Pushpa Kamal Dahal wants people to restrain themselves on social mediaAnalysts say Dahal’s statement might be indicative of the current government’s intention of controlling social media.
Tika R Pradhan & Bhrikuti Rai
Ruling Nepal Communist Party Co-chair and former prime minister Pushpa Kamal Dahal lashed out at social media users on Saturday, saying that the onslaught of negative comments directed at him and other leaders is unfair.
Speaking at the launch of a news site in the Capital, Dahal expressed serious concern over negative and critical comments against politicians on social media and asked media persons to empathise with leaders.
“People say all kinds of nasty stuff to us on social media and also propagate misleading things about us,” said Dahal. “I hope you reporters will think about giving us some justice.”
He spoke at great lengths about freedom of the press being enshrined in the constitution and that no legislation would ever take the freedom away.
“In some countries, Facebook does not work but we don’t want to control it here, although everyone seems to be attacking us on social media platforms,” Dahal said.
But he was also quick to call out the press advising them against acting irresponsibly.
“Freedom doesn’t mean anarchy,” he told the room full of reporters. “Instead of the state regulating and controlling them, journalists themselves need to do some serious thinking about how to move forward with their code of conduct.”
Dahal’s statement comes just days after the Press Council and Nepali journalists’ umbrella association, the Federation of Nepali Journalists, amended the Journalists’ Code of Conduct, in an attempt to monitor what reporters say on social media.
But political analysts say politicians themselves are to blame for the negative comments and the very nature of social media, which gives a wide reach to a larger audience while also opening floodgates of comments and reactions—both positive and negative—cannot be tamed.
“Social media is actually an asset of a free society,” said Prof Krishna Khanal, a political analyst. “Politicians tend to regulate or control media that is critical of them, but with social media, they cannot escape criticism for their questionable conduct.”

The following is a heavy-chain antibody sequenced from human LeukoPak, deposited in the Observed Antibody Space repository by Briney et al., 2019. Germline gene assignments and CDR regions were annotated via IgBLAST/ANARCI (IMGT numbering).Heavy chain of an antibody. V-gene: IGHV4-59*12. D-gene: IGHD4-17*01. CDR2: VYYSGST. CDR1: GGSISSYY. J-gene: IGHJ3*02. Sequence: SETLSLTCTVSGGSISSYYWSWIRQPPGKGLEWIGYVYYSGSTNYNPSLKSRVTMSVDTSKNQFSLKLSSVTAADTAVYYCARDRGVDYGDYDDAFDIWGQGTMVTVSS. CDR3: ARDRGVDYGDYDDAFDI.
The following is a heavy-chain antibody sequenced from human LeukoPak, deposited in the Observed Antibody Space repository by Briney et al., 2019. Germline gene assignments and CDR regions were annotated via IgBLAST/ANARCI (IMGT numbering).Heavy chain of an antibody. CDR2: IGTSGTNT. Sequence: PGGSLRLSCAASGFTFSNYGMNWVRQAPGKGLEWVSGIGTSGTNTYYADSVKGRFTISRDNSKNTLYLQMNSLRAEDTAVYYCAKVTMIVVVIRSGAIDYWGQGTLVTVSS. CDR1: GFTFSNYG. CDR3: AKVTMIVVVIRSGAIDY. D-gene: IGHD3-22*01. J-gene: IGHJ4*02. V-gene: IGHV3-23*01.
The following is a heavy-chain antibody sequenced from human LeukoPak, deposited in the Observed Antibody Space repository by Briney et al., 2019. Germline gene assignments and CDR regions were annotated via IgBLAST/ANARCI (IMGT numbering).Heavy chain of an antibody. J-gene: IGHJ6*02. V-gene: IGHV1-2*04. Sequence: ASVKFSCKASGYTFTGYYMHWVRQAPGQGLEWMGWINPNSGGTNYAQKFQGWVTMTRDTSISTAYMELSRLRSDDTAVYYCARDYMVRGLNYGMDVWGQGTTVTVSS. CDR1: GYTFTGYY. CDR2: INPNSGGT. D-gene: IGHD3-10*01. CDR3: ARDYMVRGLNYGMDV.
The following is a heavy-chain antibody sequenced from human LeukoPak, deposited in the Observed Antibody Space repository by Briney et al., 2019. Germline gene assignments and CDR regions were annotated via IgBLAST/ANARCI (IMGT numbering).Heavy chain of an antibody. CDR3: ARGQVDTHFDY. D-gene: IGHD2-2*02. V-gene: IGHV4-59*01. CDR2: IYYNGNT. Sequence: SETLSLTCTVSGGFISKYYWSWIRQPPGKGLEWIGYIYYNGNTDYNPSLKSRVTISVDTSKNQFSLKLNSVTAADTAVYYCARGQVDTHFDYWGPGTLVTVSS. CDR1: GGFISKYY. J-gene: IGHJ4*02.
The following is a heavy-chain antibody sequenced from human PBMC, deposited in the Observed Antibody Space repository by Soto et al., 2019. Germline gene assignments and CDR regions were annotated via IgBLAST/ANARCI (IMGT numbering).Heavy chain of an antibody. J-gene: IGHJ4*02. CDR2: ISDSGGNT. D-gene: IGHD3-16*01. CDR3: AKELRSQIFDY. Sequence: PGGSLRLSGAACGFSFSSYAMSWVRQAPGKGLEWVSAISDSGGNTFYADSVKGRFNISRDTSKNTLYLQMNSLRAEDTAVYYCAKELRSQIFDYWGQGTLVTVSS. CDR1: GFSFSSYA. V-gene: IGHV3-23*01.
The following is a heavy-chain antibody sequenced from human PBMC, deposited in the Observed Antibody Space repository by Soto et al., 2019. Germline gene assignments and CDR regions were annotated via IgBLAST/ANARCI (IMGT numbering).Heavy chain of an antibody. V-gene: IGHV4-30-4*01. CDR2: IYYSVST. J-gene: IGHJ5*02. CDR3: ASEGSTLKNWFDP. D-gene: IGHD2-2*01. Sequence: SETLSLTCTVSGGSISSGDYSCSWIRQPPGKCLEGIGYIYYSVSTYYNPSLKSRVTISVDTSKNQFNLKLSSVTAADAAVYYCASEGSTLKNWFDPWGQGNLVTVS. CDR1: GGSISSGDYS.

While some politicians and ministers in office blame social media for their unflattering portrayal, the same platforms have also been a place where good deeds of the people in government garner well-deserved accolades. Analysts point towards people like Kulman Ghising, who as the head of Nepal Electricity Authority was able to fix the issue of endless power cuts plaguing Nepal until a few years ago.
Rajendra Maharjan, a political commentator, said the mindset of the leaders to regulate social media is not a new phenomenon, especially in the current government where ministers regularly lambast the press and critical voices on social media.
Not only Dahal, Prime Minister KP Sharma Oli has also expressed serious concerns over the negative comments on social media against the activities of the government.
Maharjan said Dahal’s statement on Saturday might be indicative of the current government’s ill-intention of controlling social media and online news portals, which it has tried through numerous stern laws like the Media Council Bill and the IT Bill.
“The government has been trying to control the media like it has controlled institutions like Tribhuvan University,” said Maharjan. “It’s obvious that leaders are intolerant of criticism.”
Internet policy experts say social media has become a challenge for politicians, who tend to have an autocratic streak. “Social media has become the best platform to challenge the autocratic ways of politicians, making them loathe the platform,” said Baburam Aryal, an internet and media law practitioner.
According to Aryal, parties across the spectrum, whether they are in the government or in opposition, tend to view social media as a threat to their popularity.
“Not just the ruling party but opposition parties also tend to control social media just to conceal their partisan interests, ” said Aryal, “without understanding the power of social media to spur positive change.”